North Babylon Community Festival and Street Fair May 17th 2015 12-6pm
Ceiling fans would seem, at first glance, to be a smart tool in the overall mix of your home's energy efficency equipment. But too few know that their real value is when they're blowing on people--and many experts say they're essentially worthless and counterproductive if people aren't present in the home.
Carl Seville, a Green Building Consultant and expert from Atlanta, wrote a provocatively named post recently: Ceiling Fans are Evil on the Green Building Advisor blog.
Here's a direct quote: "I am not suggesting that we should not use ceiling fans — just that they shouldn’t be on if no one is in the room. If people only use them when necessary and set their thermostat a bit higher, then the extra heat is a small price to pay for the comfort and energy savings."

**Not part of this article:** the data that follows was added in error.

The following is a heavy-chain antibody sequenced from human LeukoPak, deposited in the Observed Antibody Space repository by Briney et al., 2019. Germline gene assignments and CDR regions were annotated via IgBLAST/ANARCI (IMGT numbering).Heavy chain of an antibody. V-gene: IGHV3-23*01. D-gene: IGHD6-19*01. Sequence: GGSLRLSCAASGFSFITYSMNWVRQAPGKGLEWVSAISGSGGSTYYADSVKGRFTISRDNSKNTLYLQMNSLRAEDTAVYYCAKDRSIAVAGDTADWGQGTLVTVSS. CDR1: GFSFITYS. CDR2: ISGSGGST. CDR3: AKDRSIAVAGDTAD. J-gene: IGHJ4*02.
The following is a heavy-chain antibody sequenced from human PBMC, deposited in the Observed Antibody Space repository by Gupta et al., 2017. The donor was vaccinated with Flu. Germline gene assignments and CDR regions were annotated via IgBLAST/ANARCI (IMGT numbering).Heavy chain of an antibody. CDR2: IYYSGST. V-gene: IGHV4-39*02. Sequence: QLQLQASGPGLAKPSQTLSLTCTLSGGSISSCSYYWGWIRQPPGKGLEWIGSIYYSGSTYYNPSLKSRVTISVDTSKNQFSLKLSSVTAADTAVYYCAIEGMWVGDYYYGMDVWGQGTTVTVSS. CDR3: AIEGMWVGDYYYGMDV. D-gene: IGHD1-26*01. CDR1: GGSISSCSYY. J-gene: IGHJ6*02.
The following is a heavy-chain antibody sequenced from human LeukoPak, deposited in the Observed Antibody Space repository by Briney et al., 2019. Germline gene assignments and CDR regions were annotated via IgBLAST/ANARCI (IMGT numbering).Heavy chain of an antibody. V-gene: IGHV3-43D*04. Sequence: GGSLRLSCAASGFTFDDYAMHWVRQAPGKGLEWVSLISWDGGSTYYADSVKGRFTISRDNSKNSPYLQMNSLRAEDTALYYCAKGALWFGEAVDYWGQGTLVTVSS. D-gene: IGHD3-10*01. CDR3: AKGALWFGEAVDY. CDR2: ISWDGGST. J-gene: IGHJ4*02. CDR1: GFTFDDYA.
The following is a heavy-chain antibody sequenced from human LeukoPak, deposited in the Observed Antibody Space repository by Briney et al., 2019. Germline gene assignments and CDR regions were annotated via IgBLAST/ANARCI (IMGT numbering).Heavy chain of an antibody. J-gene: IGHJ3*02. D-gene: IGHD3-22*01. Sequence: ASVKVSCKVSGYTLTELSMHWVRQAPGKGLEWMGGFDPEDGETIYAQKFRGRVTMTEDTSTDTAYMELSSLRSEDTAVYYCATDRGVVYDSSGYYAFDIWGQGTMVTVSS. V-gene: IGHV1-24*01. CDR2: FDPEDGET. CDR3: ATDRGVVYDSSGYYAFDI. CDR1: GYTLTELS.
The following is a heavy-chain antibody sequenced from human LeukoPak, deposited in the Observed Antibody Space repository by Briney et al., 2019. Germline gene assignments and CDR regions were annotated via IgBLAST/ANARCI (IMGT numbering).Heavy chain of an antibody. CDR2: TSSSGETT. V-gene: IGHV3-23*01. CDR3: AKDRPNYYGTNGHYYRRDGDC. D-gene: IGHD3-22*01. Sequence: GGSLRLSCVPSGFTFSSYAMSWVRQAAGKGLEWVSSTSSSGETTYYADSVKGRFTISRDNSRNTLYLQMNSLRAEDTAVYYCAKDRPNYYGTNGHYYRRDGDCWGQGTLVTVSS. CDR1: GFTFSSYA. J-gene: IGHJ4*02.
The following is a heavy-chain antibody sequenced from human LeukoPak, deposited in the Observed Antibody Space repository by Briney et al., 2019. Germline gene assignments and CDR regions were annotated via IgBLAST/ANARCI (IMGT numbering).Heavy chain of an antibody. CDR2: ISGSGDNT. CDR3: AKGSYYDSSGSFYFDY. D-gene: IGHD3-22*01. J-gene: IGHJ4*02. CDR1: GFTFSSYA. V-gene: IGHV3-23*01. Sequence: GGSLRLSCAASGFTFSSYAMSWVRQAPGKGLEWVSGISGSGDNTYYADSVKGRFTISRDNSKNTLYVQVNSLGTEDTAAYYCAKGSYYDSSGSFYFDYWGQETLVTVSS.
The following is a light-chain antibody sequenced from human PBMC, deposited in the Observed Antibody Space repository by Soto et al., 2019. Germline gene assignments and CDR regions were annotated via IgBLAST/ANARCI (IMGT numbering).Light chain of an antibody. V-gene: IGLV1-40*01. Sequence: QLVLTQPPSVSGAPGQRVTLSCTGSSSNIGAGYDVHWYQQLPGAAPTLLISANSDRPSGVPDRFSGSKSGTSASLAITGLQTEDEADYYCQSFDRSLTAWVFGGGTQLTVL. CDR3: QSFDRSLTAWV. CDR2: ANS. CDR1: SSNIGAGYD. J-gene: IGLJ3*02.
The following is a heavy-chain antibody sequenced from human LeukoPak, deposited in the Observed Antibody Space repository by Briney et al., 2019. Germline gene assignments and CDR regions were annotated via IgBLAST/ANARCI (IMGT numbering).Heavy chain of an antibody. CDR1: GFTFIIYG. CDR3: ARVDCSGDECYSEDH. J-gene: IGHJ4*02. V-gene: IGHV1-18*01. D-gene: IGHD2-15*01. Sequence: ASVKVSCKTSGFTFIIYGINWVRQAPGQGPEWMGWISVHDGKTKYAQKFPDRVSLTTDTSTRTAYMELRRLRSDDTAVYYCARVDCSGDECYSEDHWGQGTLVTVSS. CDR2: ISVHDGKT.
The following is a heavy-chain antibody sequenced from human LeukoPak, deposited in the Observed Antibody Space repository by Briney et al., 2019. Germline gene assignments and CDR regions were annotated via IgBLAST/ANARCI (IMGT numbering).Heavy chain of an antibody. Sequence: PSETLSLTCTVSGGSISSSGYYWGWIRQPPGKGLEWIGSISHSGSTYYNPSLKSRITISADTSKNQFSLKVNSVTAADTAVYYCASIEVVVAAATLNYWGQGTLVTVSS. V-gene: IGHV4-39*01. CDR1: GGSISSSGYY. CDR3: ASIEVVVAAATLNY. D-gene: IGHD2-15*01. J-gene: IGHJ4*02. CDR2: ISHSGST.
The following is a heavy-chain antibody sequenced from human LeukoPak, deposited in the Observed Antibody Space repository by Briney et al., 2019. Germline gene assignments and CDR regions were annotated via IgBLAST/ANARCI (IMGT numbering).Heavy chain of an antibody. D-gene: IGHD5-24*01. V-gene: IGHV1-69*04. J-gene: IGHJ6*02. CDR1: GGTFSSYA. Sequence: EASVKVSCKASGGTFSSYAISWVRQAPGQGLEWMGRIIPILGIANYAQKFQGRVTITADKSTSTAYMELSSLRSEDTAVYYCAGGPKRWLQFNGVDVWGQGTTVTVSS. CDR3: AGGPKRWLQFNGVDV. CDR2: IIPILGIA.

The graph below shows which structural air-leaks drive up energy costs the most, allowing you to maximize efforts toward reinforcing your home's building envelope.
It Might Not be your Air Conditioner - Maybe it’s the ducts
If you’ve ever had a comfort issue in the summer in your house you may have thought something to the effect of “what wrong with my air conditioner”? While there might be something wrong with the AC, it might also be something else causing your house to be uncomfortable. To cool your house there are really three different systems that come into play:
In this installment of Green Building Advisor's "Job Site Visits" series, building science guru Joe Lstiburek explains why insulating a house to the highest standards won't do much good if the home still has significant air leakage.
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